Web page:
THE PLAYERS, THE PLAY, AND THE PRODUCTION: The Shaw puts a lot of thought into these performances and this show is a delightful swirl as the actors themselves twirl and jump and move around a variety of what are, at the end of the day, cardboard boxes, but at the Shaw plain cardboard becomes anything they want: walls and trees and castles, you name it. And they have very creative masks made out of paper. It’s all pretty cool. And, the performers, many younger, are a joy to watch as they create the magic.

But the main reason to go, for me, is to see favorite Shaw actor Michael Therriault in action as the Cabbie. Think of Therriault as the Shaw version of Broadway’s Michael Jeter (“Mr. Noodle” on Sesame Street) with his insane energy and rubber body. NOTE: Therriault is also currently in GRAND HOTEL as Otto Kringelein, the role, by the way, that won Michael Jeter a Tony. And he will be Scrooge, once again, in the Shaw’s magical A CHRISTMAS CAROL which opens in November.

Just as with the STAR WARS movies, when it comes to reading the Narnia tales by C.S. Lewis there are opinions as the proper order. The question is: should you read them in the order as published (where you would start with THE LION, THE WITCH, AND THE WARDROBE which The Shaw Festival produced in 2016) or should you read them in chronological order (where you would start with THE MAGICIAN’S NEPHEW on stage this year). The author himself, C.S. Lewis, favored the starting with NEPHEW, or what some call “the prequel” in the proper Chronological Order: The Magician’s Nephew, The Lion the Witch and the Wardrobe, The Horse and His Boy (which The Shaw Festival is putting on next season, 2019), Prince Caspian, The Voyage of the Dawn Treader, The Silver Chair, and then book seven, The Last Battle.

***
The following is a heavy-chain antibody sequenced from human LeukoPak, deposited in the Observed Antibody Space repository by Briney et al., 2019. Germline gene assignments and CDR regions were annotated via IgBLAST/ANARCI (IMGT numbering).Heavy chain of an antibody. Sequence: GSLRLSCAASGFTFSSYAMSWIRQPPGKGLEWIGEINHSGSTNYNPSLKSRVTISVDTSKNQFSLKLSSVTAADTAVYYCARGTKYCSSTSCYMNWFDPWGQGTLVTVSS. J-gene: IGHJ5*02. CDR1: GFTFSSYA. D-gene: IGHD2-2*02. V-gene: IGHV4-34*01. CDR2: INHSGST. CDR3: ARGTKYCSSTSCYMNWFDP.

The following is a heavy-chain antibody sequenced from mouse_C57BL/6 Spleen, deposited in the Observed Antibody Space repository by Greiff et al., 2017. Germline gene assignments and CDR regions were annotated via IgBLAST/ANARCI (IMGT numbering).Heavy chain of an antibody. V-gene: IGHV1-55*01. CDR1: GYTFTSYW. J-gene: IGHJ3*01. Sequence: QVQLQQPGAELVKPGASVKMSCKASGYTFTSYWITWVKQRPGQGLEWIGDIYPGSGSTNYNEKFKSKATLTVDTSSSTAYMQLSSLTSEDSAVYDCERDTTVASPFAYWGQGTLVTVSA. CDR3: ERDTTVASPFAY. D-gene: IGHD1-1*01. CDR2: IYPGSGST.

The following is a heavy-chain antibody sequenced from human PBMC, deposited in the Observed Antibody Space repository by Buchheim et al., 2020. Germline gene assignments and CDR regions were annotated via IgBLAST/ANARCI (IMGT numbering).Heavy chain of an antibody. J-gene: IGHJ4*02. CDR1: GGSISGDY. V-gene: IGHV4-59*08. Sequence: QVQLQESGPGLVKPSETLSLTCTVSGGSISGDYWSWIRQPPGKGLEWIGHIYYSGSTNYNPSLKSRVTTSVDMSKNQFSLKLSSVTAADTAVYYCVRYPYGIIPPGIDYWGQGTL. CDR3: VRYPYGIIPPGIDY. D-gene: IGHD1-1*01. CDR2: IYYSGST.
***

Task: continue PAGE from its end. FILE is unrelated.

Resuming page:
So this is how Narnia all began, and that is why, if you haven’t yet, you really should get your kids and grand-kids up to the Shaw. If you don’t want them to miss a school day, there are six (6) weekend shows left before it closes on October 13. Or, if they can stay up late, there are a few evening shows. And, hell, this is educational! Go up to Niagara on the Lake, and enjoy one of their mid-week matinees, which should be fun and full of young Canadian students bused in for the shows.

NOTE FOR THOSE CARING FOR CHILDREN WITH SPECIAL NEEDS: New in 2018 The Shaw is introducing what it’s calling a “relaxed performance” where sudden changes and loud noises are muted. There are still seats available for that performance on Thursday October 4 at 2 pm when, as they say on their website, they “will welcome all patrons who want to experience great theatre – including those with intellectual or learning disabilities, sensory processing conditions or autism – by offering a more casual and relaxed environment. The production will have a relaxed approach to noise, movement, sound and light.”